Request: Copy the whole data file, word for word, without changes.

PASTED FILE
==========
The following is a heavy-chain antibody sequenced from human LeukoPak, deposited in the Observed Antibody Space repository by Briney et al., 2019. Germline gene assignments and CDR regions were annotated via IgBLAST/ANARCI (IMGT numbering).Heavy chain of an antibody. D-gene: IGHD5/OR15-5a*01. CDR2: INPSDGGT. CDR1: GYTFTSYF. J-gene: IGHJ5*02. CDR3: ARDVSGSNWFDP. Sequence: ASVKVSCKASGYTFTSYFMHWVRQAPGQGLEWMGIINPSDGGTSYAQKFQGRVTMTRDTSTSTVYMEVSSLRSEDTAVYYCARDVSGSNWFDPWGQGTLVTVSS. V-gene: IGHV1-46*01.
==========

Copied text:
The following is a heavy-chain antibody sequenced from human LeukoPak, deposited in the Observed Antibody Space repository by Briney et al., 2019. Germline gene assignments and CDR regions were annotated via IgBLAST/ANARCI (IMGT numbering).Heavy chain of an antibody. D-gene: IGHD5/OR15-5a*01. CDR2: INPSDGGT. CDR1: GYTFTSYF. J-gene: IGHJ5*02. CDR3: ARDVSGSNWFDP. Sequence: ASVKVSCKASGYTFTSYFMHWVRQAPGQGLEWMGIINPSDGGTSYAQKFQGRVTMTRDTSTSTVYMEVSSLRSEDTAVYYCARDVSGSNWFDPWGQGTLVTVSS. V-gene: IGHV1-46*01.